war, two comic strips generally filled a page in the 1950's
and 1960's. In the past twenty years, four or more comic strips
have fit on each page of the Sunday comics. In November 2000,
the Richmond Times-Dispatch condensed its Sunday comics pages
from two sections to one. According to Howard Owen, Deputy Managing
Editor of the Times-Dispatch, each page of the newspaper was
narrowed by one inch in 2000, "which obviously affected
comics" (par. 3).
Budget restrictions sometimes force a newspaper to reduce the
size of its comics; otherwise papers would have to drop some
comic strips to keep others larger. In fact, newspaper editors
argue that reduction is actually beneficial because it allows
more cartoonists to get their work published. Garry Trudeau,
for example, received criticism from editors after he mandated
a certain size for which "Doonesbury" should run in
newspapers. The editors complained that they would have to rearrange
their comics pages, dropping one or two strips, to accommodate
Trudeau's feature (incidentally, many newspapers, like the Times-Dispatch,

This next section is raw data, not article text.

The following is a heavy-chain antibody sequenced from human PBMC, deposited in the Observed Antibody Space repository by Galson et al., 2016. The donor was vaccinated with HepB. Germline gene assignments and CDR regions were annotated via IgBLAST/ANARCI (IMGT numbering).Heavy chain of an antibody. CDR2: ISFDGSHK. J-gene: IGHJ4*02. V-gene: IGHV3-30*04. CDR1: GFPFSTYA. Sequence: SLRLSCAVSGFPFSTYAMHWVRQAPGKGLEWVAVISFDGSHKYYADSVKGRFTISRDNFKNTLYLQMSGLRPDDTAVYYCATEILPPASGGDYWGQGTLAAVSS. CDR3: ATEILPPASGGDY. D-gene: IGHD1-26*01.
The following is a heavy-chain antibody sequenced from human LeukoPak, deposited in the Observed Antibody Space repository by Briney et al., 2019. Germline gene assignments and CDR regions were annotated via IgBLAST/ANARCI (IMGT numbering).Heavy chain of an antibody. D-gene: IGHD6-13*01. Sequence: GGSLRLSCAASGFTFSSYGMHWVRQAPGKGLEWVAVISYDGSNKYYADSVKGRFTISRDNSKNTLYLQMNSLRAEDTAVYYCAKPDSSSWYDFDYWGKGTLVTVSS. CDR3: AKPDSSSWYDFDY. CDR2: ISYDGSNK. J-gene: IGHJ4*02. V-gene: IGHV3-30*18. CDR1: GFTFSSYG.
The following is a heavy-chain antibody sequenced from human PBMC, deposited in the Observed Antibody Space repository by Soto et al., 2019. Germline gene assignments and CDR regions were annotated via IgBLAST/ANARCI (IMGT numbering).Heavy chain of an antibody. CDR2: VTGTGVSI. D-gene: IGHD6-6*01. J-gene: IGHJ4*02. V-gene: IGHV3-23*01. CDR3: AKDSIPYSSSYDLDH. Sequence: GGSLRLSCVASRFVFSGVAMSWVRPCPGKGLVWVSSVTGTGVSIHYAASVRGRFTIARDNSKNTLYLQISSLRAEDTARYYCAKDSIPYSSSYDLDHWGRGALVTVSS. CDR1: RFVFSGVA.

run "Doonesbury" in a different section of the paper
because of this issue). However, many newspaper syndicates,
readers, and cartoonists themselves have offered alternatives
that would preserve comic strip size without dropping other
comic strips or losing money.
For example, Universal Press Syndicate, which distributes "Doonesbury",
suggested that newspapers "offer two comics pages that
each have a row of strips next to other features rather than
one comics page with two rows of strips crammed in side by side"
("Syndicates" par. 35). Cartoonist Berke Breathed
advocates "running ads on [newspaper] comics pages-which
could bring in enough revenue to allow for an additional page
or pages" ("Cartoonists" 50). Breathed, creator
of "Bloom County" and "Outland," would eventually
quit cartooning altogether because of "frustration with
the size limitations of newspaper comics, which used to be published
much larger ("Comic Retirements" par. 25).